Swiss voters have rejected a government plan to eliminate corporate tax breaks for multinational companies, with a decisive 59% opposing the creation of a more equitable tax policy.

Since World War II, foreign companies have enjoyed a special status within Switzerland that allows them to pay lower tax rates than their domestic counterparts. Swiss cantons compete against one another, as well as other international market destinations, to attract foreign investors through the use of low corporate tax rates.  

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In the past, Swiss corporate tax breaks have been criticised by various international organisations, including the Organisation for Economic Cooperation and Development and the European Union, for creating an unfair competitive advantage over other global market destinations.

But Swiss citizens have backed their system of localised corporate tax breaks for multinational firms. The result is a major defeat for the federal government and domestic business leaders, who proposed the reform as a means of bringing the Swiss tax system in line with international standards.

“The Swiss [are] willing to accept that tax competition might benefit [their] country because it attracts multinational companies, but that they fail to see how that argument would play for domestic companies,” says Bob Hancké, an associate professor at the London School of Economics’ European Institute.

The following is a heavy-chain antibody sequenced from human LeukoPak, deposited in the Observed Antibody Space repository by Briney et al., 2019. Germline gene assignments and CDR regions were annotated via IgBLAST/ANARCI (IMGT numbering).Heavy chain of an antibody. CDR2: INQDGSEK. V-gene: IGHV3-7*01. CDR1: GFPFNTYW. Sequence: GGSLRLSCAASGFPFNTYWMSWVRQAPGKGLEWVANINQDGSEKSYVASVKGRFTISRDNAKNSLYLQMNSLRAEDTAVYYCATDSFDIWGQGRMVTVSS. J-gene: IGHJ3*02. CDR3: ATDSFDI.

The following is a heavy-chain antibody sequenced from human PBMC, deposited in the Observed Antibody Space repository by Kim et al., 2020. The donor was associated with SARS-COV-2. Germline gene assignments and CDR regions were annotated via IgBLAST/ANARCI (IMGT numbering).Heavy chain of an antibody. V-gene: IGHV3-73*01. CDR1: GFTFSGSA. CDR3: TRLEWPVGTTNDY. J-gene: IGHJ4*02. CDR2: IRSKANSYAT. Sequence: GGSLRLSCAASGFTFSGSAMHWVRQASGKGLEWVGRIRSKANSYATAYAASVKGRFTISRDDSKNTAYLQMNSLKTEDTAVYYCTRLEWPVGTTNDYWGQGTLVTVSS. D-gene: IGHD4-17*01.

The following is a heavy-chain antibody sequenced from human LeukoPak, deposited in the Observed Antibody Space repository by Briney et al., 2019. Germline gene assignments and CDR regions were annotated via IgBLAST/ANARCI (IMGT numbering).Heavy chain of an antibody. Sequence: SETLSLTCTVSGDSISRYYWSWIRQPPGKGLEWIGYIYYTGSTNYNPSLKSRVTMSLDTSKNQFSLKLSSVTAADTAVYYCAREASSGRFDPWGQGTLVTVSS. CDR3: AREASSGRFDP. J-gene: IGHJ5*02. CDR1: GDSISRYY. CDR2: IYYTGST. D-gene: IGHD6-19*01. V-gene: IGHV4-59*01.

Most of Switzerland’s 26 cantons offer privileged corporate tax regimes to multinational firms. For example, multinational firms in Geneva pay less than 12% in corporate tax rates compared with their domestic counterparts, who pay as much as 24%.  

The proponents of the reform ballot argue that Switzerland is too generous with multinationals, and this is creating investor uncertainty for domestic companies. Meanwhile, opponents of the reforms argue that multinationals make a valuable contribution to the Swiss economy, in areas such as research and development and job creation.

Serge Dal Busco, Geneva’s finance minister, was quoted in the Financial Times as saying: “Some 62,000 jobs [in Geneva] rely directly or indirectly on multinationals. If they don’t have a favourable tax environment, [Geneva] could lose at least some of those jobs.”   

Since referenda typically determine these economic policies, uncertainty will ensue in Switzerland. Mr Hancké says. “While the EU is committed to some level of tax harmonisation, the whole process is local [in Switzerland], and therefore highly unpredictable.”